Today’s generation may never fully understand the concept of getting lost as anyone who owns a Smartphone enjoys the luxury of having free, in-built Sat Nav apps, such as Google Maps, Apple Maps and Waze. Yet what we all take for granted as the entitlement of today was actually borne out of a very real necessity.
Introduced by the U.S Department of Defense during the Cold War, GPS technologies – designed for navigation and positioning – revolutionised both military and technology applications by using the satellite network in cohesion with ground communication. By 1968, ‘Machine to Machine’, or M2M, was conceptualised by Greek inventor and scientist, Theodore G. Paraskevakos, while he was working on Caller ID technology, yet it was not until 1978 that ‘Telematics’, as a term, was coined, by a technology development report to the French prime minister.
It was all systems go from here. Picking up where GPS left off with the ability to analyse and use information, as well as communicate with parties outside of the vehicle, and with the aim of enhancing road safety and reducing negative environmental effects, major European Economic Countries (EEC) research programs were launched to experiment the use of vehicle telematics in 1988. By 1993, GPS technologies finally reached the consumer market as a European treaty was signed to enable more research and development into telematics to fulfil a vision of a more efficient and safer Europe and by the mid-2000s, the consumer market was flooded with vehicle navigation systems while advancements in cloud and M2M technologies enabled super-fast and precise tracking of other data, such as customer delivery information and driver behaviour. Fast-forward to where we are today, where there exists an unprecedented innovation in M2M and Internet of Things (IoT).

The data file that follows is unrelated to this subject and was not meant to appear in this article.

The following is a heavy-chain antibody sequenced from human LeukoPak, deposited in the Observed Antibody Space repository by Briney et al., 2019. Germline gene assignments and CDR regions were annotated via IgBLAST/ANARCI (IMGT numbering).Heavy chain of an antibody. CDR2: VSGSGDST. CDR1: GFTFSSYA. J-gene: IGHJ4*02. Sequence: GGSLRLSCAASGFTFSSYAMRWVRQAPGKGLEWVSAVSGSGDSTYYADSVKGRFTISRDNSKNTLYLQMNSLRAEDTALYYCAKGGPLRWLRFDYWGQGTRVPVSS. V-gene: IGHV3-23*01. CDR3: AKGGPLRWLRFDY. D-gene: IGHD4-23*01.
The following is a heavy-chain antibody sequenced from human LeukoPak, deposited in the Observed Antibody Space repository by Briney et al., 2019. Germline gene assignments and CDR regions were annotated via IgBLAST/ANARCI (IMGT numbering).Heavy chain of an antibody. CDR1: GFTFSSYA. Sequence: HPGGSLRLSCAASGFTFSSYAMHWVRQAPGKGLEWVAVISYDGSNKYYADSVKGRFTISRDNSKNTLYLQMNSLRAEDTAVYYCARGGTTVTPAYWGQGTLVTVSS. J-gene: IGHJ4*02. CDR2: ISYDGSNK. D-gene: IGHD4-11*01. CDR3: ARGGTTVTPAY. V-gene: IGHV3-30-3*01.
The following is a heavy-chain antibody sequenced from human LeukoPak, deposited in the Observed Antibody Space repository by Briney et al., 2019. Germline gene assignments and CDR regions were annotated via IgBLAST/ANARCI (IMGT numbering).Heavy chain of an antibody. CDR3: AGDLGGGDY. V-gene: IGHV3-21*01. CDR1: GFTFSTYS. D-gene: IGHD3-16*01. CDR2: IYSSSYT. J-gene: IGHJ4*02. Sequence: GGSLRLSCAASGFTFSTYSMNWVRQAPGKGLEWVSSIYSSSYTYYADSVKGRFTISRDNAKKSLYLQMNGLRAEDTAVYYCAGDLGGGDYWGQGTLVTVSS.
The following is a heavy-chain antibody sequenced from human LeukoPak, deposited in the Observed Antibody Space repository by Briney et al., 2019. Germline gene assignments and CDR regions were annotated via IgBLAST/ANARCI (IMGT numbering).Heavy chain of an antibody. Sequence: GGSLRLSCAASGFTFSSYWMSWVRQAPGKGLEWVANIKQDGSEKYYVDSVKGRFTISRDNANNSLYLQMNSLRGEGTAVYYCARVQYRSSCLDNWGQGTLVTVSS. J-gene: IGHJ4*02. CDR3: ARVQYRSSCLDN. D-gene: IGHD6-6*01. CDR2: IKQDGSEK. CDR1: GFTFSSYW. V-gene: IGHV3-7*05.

It may be no wonder, therefore, that telematics has also become so important to insurance providers, and increasing numbers of people are switching over to black box insurance, which calculates premiums based on driver behaviour, such as propensity to speeding and miles driven. No longer must insurance be based on factors such as gender, postcode and vehicle as research by price comparison site uSwitch has found that over 56% of us are considering a black box policy and a 66% increase in the sale of telematics policies since 2015 when car insurance premiums rose on average by 20% – fuelled, in part, by the government’s tax increase. A far cry from the mid-1990s when a couple of insurers carried out small-scale pilots which gave drivers the chance to prove they were low risk!
An indispensable tool, telematics has come a long way from its grandiose military inception in saving lives to its growing capabilities on a large-scale civilian reach, helping save fuel, deliver faster and more accurate vehicle services and increase revenue streams. Yet it still has more of its journey to complete. New features are being added all the time as drivers are increasingly realising the benefits it offers and we will soon be witnessing increased personalisation, greater interactivity, enhanced connectivity between in-car users and greater openness. In real terms, this means commercial fleets will benefit from better, faster and more relevant data, together with video information from their vehicles, providing even greater operational awareness leading to more cost-effective operation.
However you choose to use it, it is clear that telematics is the key to success in today’s ever-connected era.